LGBTI communities in Indonesia are facing increasing crackdowns both from the police and the municipal police (Satpol PP) with at least four series of arrests and public humiliations having taken place across the country in the past month, Amnesty International says.

 

The latest crackdown took place on November 4 when Satpol PP in Padang, West Sumatra, arrested ten people assumed to be lesbian women after one of them posted a photo of her kissing and hugging her girlfriend on Facebook. The Satpol PP moved to make the arrest after people in Padang complained about the picture. They said that the ten people would be sent to a local social affairs agency to undergo an “education program” without elaborating further.

 

Meanwhile, in the neighboring province of Lampung, local Satpol PP also raided a beach and arrested three people whom they suspected of being transgender women in an operation said to “provide safety and maintain public order” in the city. Following the raid, the Satpol PP hosed these people down in public using a fire truck as part of what it called a ‘mandatory bath’, or ghusl.

 

“The humiliation of these three transgender women is appalling and constitutes cruel, inhuman and degrading treatment which is absolutely prohibited under international law. Raiding people and using a fire truck to hose them down in public are totally unacceptable, as is any other act of violence and discrimination against transgender women or other LGBTI people,” Amnesty International Indonesia’s Executive Director Usman Hamid said.

 

On October 31, the Head of Satpol PP in West Pasaman in West Sumatra said that the Municipal Police also arrested two women for being in a lesbian relationship. In October, the Satpol PP also arrested six people whom it suspected of being transgender women. The agency said that the strings of arrests were made “to ensure that the city is clean from LGBT.” The head of Satpol PP said “there was no place for LGBT people in the city”, adding that such arrests were justified under the public order bylaw in West Pasaman that “regulates light sanctions for LGBT people.”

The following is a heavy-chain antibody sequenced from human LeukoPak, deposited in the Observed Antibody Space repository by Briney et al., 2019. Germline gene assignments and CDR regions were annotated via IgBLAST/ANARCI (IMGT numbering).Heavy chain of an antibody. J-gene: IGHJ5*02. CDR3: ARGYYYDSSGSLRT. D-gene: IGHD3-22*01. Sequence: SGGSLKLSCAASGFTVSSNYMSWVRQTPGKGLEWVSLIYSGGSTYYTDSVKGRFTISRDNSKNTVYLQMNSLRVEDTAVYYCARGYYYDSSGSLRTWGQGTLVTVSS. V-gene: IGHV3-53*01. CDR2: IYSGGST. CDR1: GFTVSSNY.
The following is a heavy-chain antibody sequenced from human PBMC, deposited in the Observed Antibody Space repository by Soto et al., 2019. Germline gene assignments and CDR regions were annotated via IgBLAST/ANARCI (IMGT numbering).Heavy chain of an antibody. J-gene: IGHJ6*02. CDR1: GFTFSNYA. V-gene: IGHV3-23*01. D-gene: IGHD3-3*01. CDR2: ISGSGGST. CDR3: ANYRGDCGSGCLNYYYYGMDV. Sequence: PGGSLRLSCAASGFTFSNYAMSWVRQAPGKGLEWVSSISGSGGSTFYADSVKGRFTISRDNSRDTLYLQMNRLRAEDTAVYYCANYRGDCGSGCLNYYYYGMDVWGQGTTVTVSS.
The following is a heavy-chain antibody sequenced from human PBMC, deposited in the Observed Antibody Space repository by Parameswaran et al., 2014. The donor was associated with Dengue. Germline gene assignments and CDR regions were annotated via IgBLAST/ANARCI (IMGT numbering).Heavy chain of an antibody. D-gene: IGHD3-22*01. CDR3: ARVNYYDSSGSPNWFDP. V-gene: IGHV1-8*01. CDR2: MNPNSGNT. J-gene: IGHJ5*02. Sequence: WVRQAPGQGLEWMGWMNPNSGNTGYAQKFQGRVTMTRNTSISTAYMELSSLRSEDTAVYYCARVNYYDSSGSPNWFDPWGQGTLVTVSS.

“This vicious campaign against LGBTI people in Lampung, Padang, West Pasaman and in Indonesia as a whole must immediately stop. The police must protect the citizens of this country. They must also investigate the Satpol PP officers and bring perpetrators to justice, otherwise they enable an increasingly worrying climate of impunity. The Satpol PP must be instructed never to perform such acts again. All bylaws including the one in West Sumatra that discriminates against LGBTI people must be repealed,” Usman Hamid added.

 

On October 19, the West Java Police arrested two men for administering a Facebook group called “Facebook Gay Bandung Indonesia” or GBI, which has a total of 4,093 members. They were later charged under the draconian Electronic Information and Transactions (ITE) Law “for distributing electronic information which contain violation decency”.

 

“This situation is alarming as the hateful abuses by law enforcement bodies against LGBTI people are seen as a normal practice by many people in Indonesia,” Usman Hamid explained.

 

“Some people even encourage the police and Satpol PP to carry out the arrests. The central government must take action to stop the crackdowns and order local administration to repeal all discriminatory regulations. Police officers should be instructed to protect LGBTI people who were persecuted for their perceived sexual orientation or gender identity, which are innate parts of a person’s identity and should not be criminalized,” he added.

 

Earlier this year, on 27 January, police in North Aceh arrested 12 transgender people and closed down five beauty salons where they work. As part of the raid, the police also cut their hair and forced them to wear men’s clothes.